Roush Review: CW's Vamps and Spy Vamp
Nikita, Vampire Diaries
Who knew the little CW network could become such a player in Thursday's overcrowded TV battleground? All it took were a couple of hot vampires. (Something not lost on HBO these days, either.) Tonight's major TV event: the return of the addictively twisty The Vampire Diaries for its second season of "Bite me, Twilight" supernatural-romance angst. As a bonus, the newest version of the Nikita franchise immediately follows, and it's well worth your time, too. (I'll miss Supernatural on Thursdays, but it will help fill the void on Fridays now that Syfy is turning to wrestling.)
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But first, Vampire, packing what seems a season's worth of garish incident into the season premiere, much of the (bloody) juice springing from Nina Dobrev's effective dual star turn as good girl/fangfan Elena and her lookalike Big Bad vamp Katherine, who's returned to Mystic Falls to work all kinds of evil mojo. Or, as Damon puts it in what has already become one of the most-quoted lines from the episode: "Doppelganger high jinks ensued."
Do they ever. Dobrev is making the most of this opportunity, and it's fun to guess along with everyone else which Nina is which whenever she shows up. As Damon says, somewhat admiringly, "She certainly knows how to make an entrance." (Does Damon sniff competition as the show's supreme scene-stealer? He should.) As Katherine mixes it up memorably with the tormented Salvatore brothers (both of whom who she rendered undead back in the antebellum day), the battle lines are drawn pitting vamp against vamp, vamp against witch — Bonnie is getting much more assertive this season — and so on, with all mortals in their violent orbit on alert. This is the sort of show where "never say die" is written into the mythology — a good thing for several of the opening hour's apparent victims.
I don't know how much longer The Vampire Diaries can keep churning stories at this feverish rate, but if this is your sort of guilty pleasure, you'd be crazy not to bite.
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And here's how I described Nikita in the current Fall Preview issue of TV Guide Magazine: "Cherchez — and beware — la femme. The fugitive assassin has lost none of her allure in this riveting rethinking of a paranoid action classic."
To elaborate: Nikita, not NBC's more heavily hyped Undercovers, is this season's successor to Alias and 24 if you're seeking intense, emotionally driven spy action. (Undercovers could develop into something more interesting than its fluffy/glossy pilot indicates, but that's another story.) The third iteration of the La Femme Nikita story — initially an indie French cult movie, then a successful USA Network series for five seasons — proves that the premise, like its new grim and gorgeous star Maggie Q, has legs to die for. Sometimes literally.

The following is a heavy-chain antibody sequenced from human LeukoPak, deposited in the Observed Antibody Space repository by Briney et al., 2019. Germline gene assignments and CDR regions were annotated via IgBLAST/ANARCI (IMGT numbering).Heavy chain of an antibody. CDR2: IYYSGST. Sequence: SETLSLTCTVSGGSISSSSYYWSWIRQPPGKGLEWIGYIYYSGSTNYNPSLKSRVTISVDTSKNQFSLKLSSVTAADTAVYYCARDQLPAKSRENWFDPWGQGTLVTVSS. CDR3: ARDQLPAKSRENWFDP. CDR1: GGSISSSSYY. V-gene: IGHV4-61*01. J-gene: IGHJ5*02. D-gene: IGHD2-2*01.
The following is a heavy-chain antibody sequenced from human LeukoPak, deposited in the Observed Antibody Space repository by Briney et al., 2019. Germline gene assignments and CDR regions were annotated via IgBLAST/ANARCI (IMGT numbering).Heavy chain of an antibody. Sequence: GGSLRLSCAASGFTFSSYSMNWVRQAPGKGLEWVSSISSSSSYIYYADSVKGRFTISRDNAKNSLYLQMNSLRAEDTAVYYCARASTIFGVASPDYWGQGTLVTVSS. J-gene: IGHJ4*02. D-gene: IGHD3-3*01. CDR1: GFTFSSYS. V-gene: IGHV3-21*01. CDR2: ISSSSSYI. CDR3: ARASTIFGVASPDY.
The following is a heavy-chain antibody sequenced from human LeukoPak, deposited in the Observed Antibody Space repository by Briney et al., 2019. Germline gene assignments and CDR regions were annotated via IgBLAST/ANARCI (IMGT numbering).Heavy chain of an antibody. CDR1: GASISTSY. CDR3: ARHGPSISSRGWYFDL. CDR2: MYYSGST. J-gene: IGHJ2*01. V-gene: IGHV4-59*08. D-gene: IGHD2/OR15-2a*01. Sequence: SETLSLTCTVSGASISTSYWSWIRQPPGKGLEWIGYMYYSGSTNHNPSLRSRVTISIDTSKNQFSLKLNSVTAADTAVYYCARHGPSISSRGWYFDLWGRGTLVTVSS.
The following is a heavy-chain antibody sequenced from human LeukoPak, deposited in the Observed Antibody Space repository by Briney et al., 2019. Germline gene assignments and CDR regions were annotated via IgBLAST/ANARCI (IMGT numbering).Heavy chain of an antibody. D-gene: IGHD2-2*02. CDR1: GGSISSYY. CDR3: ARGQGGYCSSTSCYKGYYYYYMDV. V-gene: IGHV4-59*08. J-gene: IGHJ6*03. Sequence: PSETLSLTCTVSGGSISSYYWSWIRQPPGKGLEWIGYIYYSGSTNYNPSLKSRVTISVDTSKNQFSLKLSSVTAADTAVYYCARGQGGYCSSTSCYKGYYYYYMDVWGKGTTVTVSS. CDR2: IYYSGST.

In this cunningly rethought version, we encounter Nikita three years after she escaped "The Division," this show's SD6-like shadow agency that trains wayward youths into becoming covert government assassins. Shades of Sydney Bristow, this Nikita ("Don't call me Nikki") has a tragic romantic past that fuels her revenge tactics as she vows to bring Division to its knees while making others pay who once did her wrong. Her vendetta brings her face to face with her former handler (with the presumed former sexual tension) known as Michael, here enacted by ER's Shane West with a bit too callow and boyish a demeanor. He's the ineffectual P to Maggie's steely Q, and it hardly seems a fair fight. (Adding some gravitas to the executive suite: 24's Xander Berkeley as Division's big boss, albeit named Percy, and O.C. siren Melinda Clarke as the alluring Amanda, who insists to a new recruit, "You don't have to be hard to survive." Though it probably helps.)
Nikita is a truly kickass action figure as she dispenses justice dispassionately, lone wolf style, often in glamorously revealing costumes. On the job, she is simultaneously hot and cold, a fetchingly enigmatic combination for such a lethal weapon.
In the show's most intriguing twist, Nikita's revenge story is intercut with the initiation to Division of Alex, a young hellion (not to be confused with the CW's Hellcats) played with a suitably fierce perpetual glower by Lyndsy Fonseca. As we watch her go through the paces of this military "charm school," it's like Nikita: The Next Generation.
I need another new hour of Thursday TV to watch like I need a kick in the head. (In this time period alone, I'm already committed to Fringe and Grey's Anatomy, and classic CSI remains a tough habit to break.) But if I had to choose between this and watching Michael Scott take a final lap around the tired Office halls of Dunder Mifflin on NBC — its dreadful companion comedy Outsourced isn't even an option — I'm leaning toward the drop-dead-deadly assassin.
The Vampire Diaries premieres Thursday at 8/7c, and Nikita at 9/8c, on the CW.
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